Some comment on the critical acid saturation values presented in Table 1 is necessary. Recent research in Natal has pointed to the advantages, from an animal performance point of view, of including red and white clover in Italian ryegrass swards. Where this is practised, the nitrogen (N) fixing attributes of the legume are generally overlooked and fertiliser N is supplied at rates commensurate with the requirements of an irrigated pure Italian ryegrass sward. Under these conditions a soil acidity threshold of 10 % is considered adequate for the clovers. However, in perennial clover or clover/grass pastures, long term persistence of the clover and satisfactory N fixation require the elimination of essentially all exchangeable acidity at establishment. For this reason an acidity threshold of 0% is recommended under these conditions.
Table 1. Critical acid saturation values (acid saturation level above which yields are reduced) and sensitivity of pasture species to soil acidity.
||Critical Acid Saturation (CAS) value (%)
White and red clovers +
|White and red clovers #
Smuts finger grass
+ permanent clover pasture
# pasture to continue for one season only (e.g. clover/Italian ryegrass pastures)
** see comments in text regarding the acid tolerances of kikuyu and E.curvula.
Research has indicated that both kikuyu and Eragrostis curvula perform well at acid saturations appreciably higher than the critical values listed in Table 1 for these species. However, with increasing soil acidity levels, the calcium and magnesium contents of these grasses decline sharply and may be well below animal requirements. Attempts to rectify mineral imbalance by the use of animal licks are not always successful. Kikuyu, in particular, under very acid conditions, tends to have an unfavourable calcium: phosphorus ratio together with excessively high levels of potassium which may result in animal disorders. The critical acidity levels reported in Table 1 for kikuyu and E. curvula are not strictly, therefore, the levels above which substantial yield reductions are likely to occur: they are, however, guidelines intended to promote the production of more nutritionally balanced forage.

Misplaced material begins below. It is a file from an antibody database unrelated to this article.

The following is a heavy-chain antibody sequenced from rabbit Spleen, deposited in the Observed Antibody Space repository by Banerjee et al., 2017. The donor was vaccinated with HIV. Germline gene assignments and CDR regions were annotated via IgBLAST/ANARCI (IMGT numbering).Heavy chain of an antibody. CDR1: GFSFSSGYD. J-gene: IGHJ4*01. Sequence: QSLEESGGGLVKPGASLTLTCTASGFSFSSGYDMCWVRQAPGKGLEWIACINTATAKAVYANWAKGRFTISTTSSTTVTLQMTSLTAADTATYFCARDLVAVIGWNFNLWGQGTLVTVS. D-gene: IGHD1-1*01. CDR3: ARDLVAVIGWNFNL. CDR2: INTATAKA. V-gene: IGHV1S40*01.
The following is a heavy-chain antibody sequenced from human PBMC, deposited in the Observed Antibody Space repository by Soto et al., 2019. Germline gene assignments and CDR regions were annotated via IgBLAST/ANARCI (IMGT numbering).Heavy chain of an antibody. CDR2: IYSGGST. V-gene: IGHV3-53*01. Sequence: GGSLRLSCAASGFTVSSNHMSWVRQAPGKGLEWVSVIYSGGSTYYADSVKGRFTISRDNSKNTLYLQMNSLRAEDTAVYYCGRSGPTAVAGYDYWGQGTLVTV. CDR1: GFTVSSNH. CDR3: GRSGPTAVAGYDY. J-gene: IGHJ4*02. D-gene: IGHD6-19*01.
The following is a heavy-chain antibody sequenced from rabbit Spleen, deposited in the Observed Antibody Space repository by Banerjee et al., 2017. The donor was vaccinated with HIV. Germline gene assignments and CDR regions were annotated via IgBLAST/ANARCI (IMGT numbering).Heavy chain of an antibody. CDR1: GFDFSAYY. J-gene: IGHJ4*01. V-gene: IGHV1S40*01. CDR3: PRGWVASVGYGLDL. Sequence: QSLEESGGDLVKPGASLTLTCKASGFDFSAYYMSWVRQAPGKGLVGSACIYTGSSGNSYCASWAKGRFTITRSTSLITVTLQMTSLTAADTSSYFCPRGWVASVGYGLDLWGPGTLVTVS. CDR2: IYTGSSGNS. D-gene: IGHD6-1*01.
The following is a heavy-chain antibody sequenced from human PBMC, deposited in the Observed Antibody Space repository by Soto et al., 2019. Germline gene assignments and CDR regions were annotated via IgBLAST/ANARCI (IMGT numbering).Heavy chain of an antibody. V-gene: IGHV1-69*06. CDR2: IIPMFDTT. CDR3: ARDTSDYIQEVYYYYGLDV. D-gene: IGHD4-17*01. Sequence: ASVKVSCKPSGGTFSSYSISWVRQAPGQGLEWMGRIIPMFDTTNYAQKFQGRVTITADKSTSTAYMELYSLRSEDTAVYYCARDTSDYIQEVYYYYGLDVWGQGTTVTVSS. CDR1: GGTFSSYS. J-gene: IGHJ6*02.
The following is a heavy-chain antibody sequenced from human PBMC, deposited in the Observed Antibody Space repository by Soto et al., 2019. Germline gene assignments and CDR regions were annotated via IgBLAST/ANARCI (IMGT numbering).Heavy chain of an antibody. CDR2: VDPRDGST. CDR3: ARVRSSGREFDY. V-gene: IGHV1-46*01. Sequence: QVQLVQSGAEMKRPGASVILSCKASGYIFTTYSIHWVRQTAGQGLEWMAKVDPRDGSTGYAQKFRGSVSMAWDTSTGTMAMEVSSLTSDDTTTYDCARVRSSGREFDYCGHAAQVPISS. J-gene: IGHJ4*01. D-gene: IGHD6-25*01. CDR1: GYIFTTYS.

CALCULATION OF LIME REQUIREMENTS
A lime recommendation for a particular species on a particular soil is based on three criteria:
- the soil acidity tolerance of the species concerned,
- the exchangeable acidity level in the soil, and
- the efficiency of the liming reaction.
These three factors are taken into account in the computerised fertiliser recommendations from the Natal Region laboratory at Cedara.
HOW AND WHEN TO APPLY LIME